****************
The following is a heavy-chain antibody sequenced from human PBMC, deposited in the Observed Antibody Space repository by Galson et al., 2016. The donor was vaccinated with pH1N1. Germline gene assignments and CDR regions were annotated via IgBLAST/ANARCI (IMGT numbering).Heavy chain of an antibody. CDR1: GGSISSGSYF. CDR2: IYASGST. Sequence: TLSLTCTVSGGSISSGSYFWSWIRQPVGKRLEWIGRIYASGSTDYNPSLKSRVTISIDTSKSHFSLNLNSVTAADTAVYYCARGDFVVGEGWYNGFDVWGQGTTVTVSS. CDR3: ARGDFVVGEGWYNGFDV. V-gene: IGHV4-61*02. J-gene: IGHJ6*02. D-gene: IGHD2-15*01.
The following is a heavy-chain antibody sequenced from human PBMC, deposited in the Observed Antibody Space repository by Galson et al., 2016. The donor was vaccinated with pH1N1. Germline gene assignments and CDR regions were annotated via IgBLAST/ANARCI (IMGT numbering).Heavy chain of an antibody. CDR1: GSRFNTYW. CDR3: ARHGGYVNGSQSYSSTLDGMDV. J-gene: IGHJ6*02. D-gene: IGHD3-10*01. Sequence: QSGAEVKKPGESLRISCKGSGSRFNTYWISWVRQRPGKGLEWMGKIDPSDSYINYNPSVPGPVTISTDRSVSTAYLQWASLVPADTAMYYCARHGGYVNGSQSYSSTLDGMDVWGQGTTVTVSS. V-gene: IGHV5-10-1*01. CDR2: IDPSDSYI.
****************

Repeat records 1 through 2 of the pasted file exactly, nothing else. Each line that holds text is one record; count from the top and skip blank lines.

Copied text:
The following is a heavy-chain antibody sequenced from human PBMC, deposited in the Observed Antibody Space repository by Galson et al., 2016. The donor was vaccinated with pH1N1. Germline gene assignments and CDR regions were annotated via IgBLAST/ANARCI (IMGT numbering).Heavy chain of an antibody. CDR1: GGSISSGSYF. CDR2: IYASGST. Sequence: TLSLTCTVSGGSISSGSYFWSWIRQPVGKRLEWIGRIYASGSTDYNPSLKSRVTISIDTSKSHFSLNLNSVTAADTAVYYCARGDFVVGEGWYNGFDVWGQGTTVTVSS. CDR3: ARGDFVVGEGWYNGFDV. V-gene: IGHV4-61*02. J-gene: IGHJ6*02. D-gene: IGHD2-15*01.
The following is a heavy-chain antibody sequenced from human PBMC, deposited in the Observed Antibody Space repository by Galson et al., 2016. The donor was vaccinated with pH1N1. Germline gene assignments and CDR regions were annotated via IgBLAST/ANARCI (IMGT numbering).Heavy chain of an antibody. CDR1: GSRFNTYW. CDR3: ARHGGYVNGSQSYSSTLDGMDV. J-gene: IGHJ6*02. D-gene: IGHD3-10*01. Sequence: QSGAEVKKPGESLRISCKGSGSRFNTYWISWVRQRPGKGLEWMGKIDPSDSYINYNPSVPGPVTISTDRSVSTAYLQWASLVPADTAMYYCARHGGYVNGSQSYSSTLDGMDVWGQGTTVTVSS. V-gene: IGHV5-10-1*01. CDR2: IDPSDSYI.